By the time she graduated from Barnard at age 37, she maintained a healthy, optimistic perspective about life and her future.

In 1928 she wrote an essay called How it Feels to be Colored Me. Despite a background of hardship and disappointment, she offers the following perspectives:

“But I am not tragically colored. There is no great sorrow dammed up in my soul, nor lurking behind my eyes. I do not mind at all. I do not belong to the sobbing school of Negrohood who hold that nature somehow has given them a lowdown dirty deal and whose feelings are all but about it. Even in the helter-skelter skirmish that is my life, I have seen that the world is to the strong regardless of a little pigmentation more or less. No, I do not weep at the world — I am too busy sharpening my oyster knife.”

In another passage:

“Sometimes, I feel discriminated against, but it does not make me angry. It merely astonishes me. How can any deny themselves the pleasure of my company? It’s beyond me.”

Determined. Optimistic. Confident. Strong.

And busy sharpening her oyster knife. No time for distractions or drama. The world is her oyster. And she is preparing herself to go out and grab it.

Wow.

Zora was recognized as one of the leading black writers of her time, male or female. She received an honorary doctorate from Morgan State University. She was a consultant to Paramount Pictures in Hollywood. She received the Distinguished Alumni Award from Howard University.

Despite the acclaim, she struggled financially. The largest royalty she ever earned from her writing was $943. To support herself in the 1950s she worked as a maid in Miami, a librarian at Patrick Air Force base, and a substitute teacher in Fort Pierce, Florida.

Her most popular novel, Their Eyes Were Watching God, sold less than five thousand copies during her lifetime.

By the time she died in 1960, all of her books were out of print. She was forced to live in a welfare home. Friends had to contribute funds for her funeral and she was buried in an unmarked grave.

If that was the end of the story, it would indeed be tragic.

In 1973, Alice Walker, the author of The Color Purple, came to Fort Pierce to honor the woman who had inspired her career as a writer. She provided a headstone for Zora’s grave, on which she had inscribed “Zora Neale Hurston, Genius of the South.”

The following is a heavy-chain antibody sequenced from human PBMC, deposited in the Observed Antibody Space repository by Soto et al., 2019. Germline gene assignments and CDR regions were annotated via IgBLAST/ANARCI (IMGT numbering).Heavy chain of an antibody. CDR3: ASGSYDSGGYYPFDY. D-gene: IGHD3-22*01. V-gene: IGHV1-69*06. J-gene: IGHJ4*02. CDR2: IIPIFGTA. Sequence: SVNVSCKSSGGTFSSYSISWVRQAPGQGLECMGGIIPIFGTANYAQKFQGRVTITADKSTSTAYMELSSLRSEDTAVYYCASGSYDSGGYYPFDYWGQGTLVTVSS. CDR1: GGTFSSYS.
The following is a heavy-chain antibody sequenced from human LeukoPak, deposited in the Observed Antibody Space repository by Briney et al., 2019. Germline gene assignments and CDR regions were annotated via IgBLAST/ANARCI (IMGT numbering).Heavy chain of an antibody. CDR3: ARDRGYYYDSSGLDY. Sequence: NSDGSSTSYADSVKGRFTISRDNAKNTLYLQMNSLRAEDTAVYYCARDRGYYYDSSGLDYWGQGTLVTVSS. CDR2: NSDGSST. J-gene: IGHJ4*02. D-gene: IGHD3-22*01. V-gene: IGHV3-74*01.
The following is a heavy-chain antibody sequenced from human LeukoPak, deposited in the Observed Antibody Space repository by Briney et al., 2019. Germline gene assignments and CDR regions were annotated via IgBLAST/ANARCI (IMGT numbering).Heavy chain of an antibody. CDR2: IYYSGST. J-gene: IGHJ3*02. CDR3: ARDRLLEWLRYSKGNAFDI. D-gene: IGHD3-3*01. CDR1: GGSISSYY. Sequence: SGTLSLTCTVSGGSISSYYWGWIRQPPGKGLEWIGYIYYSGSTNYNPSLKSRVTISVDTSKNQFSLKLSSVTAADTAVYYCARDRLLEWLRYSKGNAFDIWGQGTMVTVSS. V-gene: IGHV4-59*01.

Walker wrote an article entitled In Search of Zora Neale Hurston, in Ms magazine in 1975, which brought attention to the author and her work.

Over the last fifty years, appreciation for her talent and work has grown. By the late 70s, her work was being reprinted. Their Eyes Were Watching God began to get included in high school and university courses. A film of the book, produced by Oprah Winfrey and starring Halle Berry, was released in 2006.

Several years ago the BBC included Their Eyes Were Watching God as one of the 100 most influential novels ever written.

In 2005 Their Eyes Were Watching God reached the New York Times Bestseller list, 68 years after its initial publication. HarperCollins, the publisher of Zora’s works, has stated that annual sales of her books now exceed 500 thousand copies per year.

Her works are being read all over the world. Millions have been touched by her observations. Her stories. Her gift.

Photo by Thomas John on Unsplash

Zora Neale Hurston lived her life with purpose. She paired that purpose with a positive perspective that allowed her to persevere through extraordinary circumstances. Others would have given up. They might have accepted their status and allowed themselves to be defined by it. Not good enough.

Not educated enough. Less than.

Not Zora.

Not you.

There are three perspectives that she embraced that are examples for all leaders. Maybe for all humans.

1. It is your responsibility

What you accomplish and what you become are your responsibility. Others may be given an easier path by income, education, connections — or chance, but your success and fulfillment are up to you. Zora didn’t settle for excuses. As you think of her example, keep in mind: Any. Means. Possible.

2. Let a Strong Purpose and Positive Perspective Drive You

A strong purpose and a relentlessly positive outlook allowed Zora to continue to move forward to become the writer, anthropologist, and influencer that she wanted to be from a young age. Let those same elements drive your journey. It will allow you to overcome the roadblocks and disappointments in your path.

3. You never know how you will impact others or the lives you may change

Zora’s greatest influence arguably came more than fifty years after her death. She is now shaping the perspective and social consciousness of people all over the world. You can only control your effort. Deliver great value to others. You may never know the impact that you have on others — and that they carry forward based on what they’ve learned from you.

If you’re going to live, leave a legacy. Make a mark on the world that can’t be erased. — Maya Angelou

You have an oyster knife. You can use it to open the shell and reach the healthy, tasty oyster inside. You can use it to open that same shell and find the pearl — the valuable elements that life has to offer.

You can also hand your knife to others so that they can experience the value and wonder of what they find inside.

It is the gift that great leaders provide to others.

It is the gift that Zora Neale Hurston gave to all of us.

A thing is mighty big when time and distance cannot shrink it. — Zora Neale Hurston